The petition for declaratory judgment requested 1) a determination of whether or not the Board erred as a matter of law in recomputing annuitants' benefits, and 2) the granting of such relief as may be appropriate. After stipulations to the material facts and cross motions for summary judgment, the Commonwealth Court entered an order holding: 1) compensation for out-of-state employment is not a part of the "final average salary" component of the benefit formula; 2) the Board is not estopped from recomputing annuitants' benefits and correcting its error in the future; and 3) the Board is estopped from taking any action to recover the prior overpayments. Both parties now appeal from this decision; the annuitants challenging the first two portions of the court's order, and the Board challenging the final portion.

Section 102(23) of the Public School Employes' Retirement Code of 1959 (24 P.S. § 3102(23)) provides that "`[f]inal average salary' shall mean the highest average annual compensation of a contributor as a school employe during any five (5) nonoverlapping periods of twelve (12) consecutive months of contributory service. . . ." (emphasis supplied). Sections 102(6) and (7) of this Code (24 P.S. §§ 3102(6) and (7)) limit the meaning of the phrase "school employe" to those persons employed by schools which are within the Commonwealth of Pennsylvania and under the supervision of its Department of Public Instruction and an elected or appointed board[2]. Thus, the definitional provisions *100 of this Code make it clear that compensation for out-of-state employment does not enter into the computation of "final average salary."

Moreover, the doctrine of estoppel cannot be invoked to prevent the Board from recomputing annuitants' benefits or obtaining a refund of the prior overpayments. Although it may be generally said that under Pennsylvania law the doctrine of estoppel is applicable to government, there are still situations in which that doctrine cannot be invoked against the Commonwealth or its instrumentalities and subdivisions. Commonwealth Department of Public Welfare v. UEC, Inc., 483 Pa. 503, 397 A.2d 779 (1979); Ervin v. City of Pittsburgh, 339 Pa. 241, 14 A.2d 297 (1940). Significant among those situations is the principal that the government cannot be bound by the acts of its agents and employees if those acts are outside the agent's powers, in violation of positive law, or acts which require legislative or executive action. Ervin v. City of Pittsburgh, supra; Banks v. Redevelopment Authority of the City of Philadelphia, 416 F. Supp. 72 (W.D.Pa. 1976), aff'd. 556 F.2d 564 (1977), cert. denied 434 U.S. 929, 98 S. Ct. 414, 54 L. Ed. 2d 288 (1977), rehearing denied 434 U.S. 1003, 98 S. Ct. 650, 54 L. Ed. 2d 500. For, as stated in Brown v. Richardson, 395 F. Supp. 185, 190 (W.D. Pa. 1975):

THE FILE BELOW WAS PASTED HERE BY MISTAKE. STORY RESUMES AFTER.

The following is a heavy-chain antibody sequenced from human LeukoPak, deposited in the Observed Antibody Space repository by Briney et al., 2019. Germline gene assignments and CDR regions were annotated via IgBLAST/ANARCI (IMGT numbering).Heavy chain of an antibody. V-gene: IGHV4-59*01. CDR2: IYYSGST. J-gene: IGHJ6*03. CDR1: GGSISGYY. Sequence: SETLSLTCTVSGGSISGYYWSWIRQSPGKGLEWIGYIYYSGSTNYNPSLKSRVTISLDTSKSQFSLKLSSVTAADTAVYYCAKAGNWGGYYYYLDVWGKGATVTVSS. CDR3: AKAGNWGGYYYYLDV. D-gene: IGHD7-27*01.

*101 "By operation of law, parties dealing with the government are charged with knowledge of, and are bound by, statutes and lawfully promulgated regulations, (citation omitted), and reliance upon incorrect information received from a government agent or employee can not alter the terms of a statute regardless of the economic hardship which may result."

See also, Commonwealth v. Seagram Distillers Corporation, 379 Pa. 411, 109 A.2d 184 (1954).

The instant case falls squarely within this limitation on the invocation of the doctrine of estoppel. The Public School Employes' Retirement Code of 1959 makes the Board trustees of the Public School Employes' Retirement Fund, but the Code gives the Board no power to alter or modify the individual retirement benefits mandated by the statute.[3] The Board must pay to an annuitant that amount which results from a proper application of the statutory formula; nothing more and nothing less. The Board's miscalculation of annuitants' benefits and disbursement of amounts in excess of those provided for under the Code were, therefore, contrary to the positive law and outside the authority delegated to the Board by the Commonwealth. Accordingly, the Board may not be estopped from recomputing annuitants' benefits or seeking recovery of those monies which were illegally disbursed from the retirement fund. Ervin v. City of Pittsburgh, supra; Banks v. Redevelopment Authority of the City of Philadelphia, supra.